To solve this problem, we associate a profile with the user, the presentation device and the semantic unit. These profiles describe interaction capabilities and possibly preferences, i.e. which modalities can be used, which attribute values are possible. The solution will have to comply with each profile, therefore it will lie at the "intersection" of the three profiles. We define a profile as a weighting tree of all available modalities. A real number, comprised between 0 et 1, is associated with each node (modality) of the tree. 0 means that the corresponding modality (or the corresponding sub-tree) cannot be used; 1 means that it can be used; values in-between can indicate a preference level. For instance, in the profile of a blind person, the sub-tree corresponding to visual modalities is weighted by 0, so that it cannot be used. The nodes’ weights will determine the choice of a modality. Similarly, attributes are "weighted" too, which will help instantiating the chosen modality. More precisely, each possible value of an attribute is given a weight between 0 and 1, with the same meaning as above. Formally, a weight function is associated with the attribute, whose domain is the attribute’s possible values, and whose codomain is the [0, 1] interval. Fig. 3 is an example of a partial profile (it only contains two concrete modalities). The profile describes a user with a visual impairment, whose native tongue is English. The node weights are shown in white characters inside black ovals. Since the user is visually impaired, but not blind, the weight of the visual modality is low, but not zero.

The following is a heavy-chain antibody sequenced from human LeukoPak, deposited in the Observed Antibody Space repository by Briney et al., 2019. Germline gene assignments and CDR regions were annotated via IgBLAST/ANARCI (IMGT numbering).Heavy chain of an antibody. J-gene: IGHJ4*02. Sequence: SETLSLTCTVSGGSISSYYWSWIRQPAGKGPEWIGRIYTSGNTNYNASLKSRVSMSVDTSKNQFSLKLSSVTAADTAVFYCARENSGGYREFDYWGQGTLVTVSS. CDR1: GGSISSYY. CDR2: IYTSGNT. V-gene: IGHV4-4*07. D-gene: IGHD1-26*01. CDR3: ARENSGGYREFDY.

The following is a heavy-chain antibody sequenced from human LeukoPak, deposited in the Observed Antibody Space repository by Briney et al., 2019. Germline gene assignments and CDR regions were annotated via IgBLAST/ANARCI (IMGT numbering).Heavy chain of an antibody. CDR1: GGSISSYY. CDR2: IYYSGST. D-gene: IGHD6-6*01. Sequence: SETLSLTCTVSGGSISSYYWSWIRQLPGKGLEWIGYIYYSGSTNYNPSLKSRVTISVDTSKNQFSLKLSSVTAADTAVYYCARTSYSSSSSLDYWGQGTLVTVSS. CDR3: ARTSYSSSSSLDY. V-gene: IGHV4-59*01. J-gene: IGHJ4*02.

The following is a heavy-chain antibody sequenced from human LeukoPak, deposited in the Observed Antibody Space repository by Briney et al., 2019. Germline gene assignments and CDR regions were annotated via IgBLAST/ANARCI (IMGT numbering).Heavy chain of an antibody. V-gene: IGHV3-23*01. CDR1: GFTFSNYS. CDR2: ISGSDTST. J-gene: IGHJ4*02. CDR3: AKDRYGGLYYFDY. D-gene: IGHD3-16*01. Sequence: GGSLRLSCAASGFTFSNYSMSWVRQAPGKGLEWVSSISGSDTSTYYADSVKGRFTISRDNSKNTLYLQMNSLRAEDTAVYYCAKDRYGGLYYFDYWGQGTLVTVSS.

To select a modality, the system has to take the three profiles into account (user’s, presentation device’s, semantic unit’s). To this end, we define the notion of intersection of profiles. The intersection of n profiles is a profile (i.e. a weighted modality tree), in which weights are defined as follows: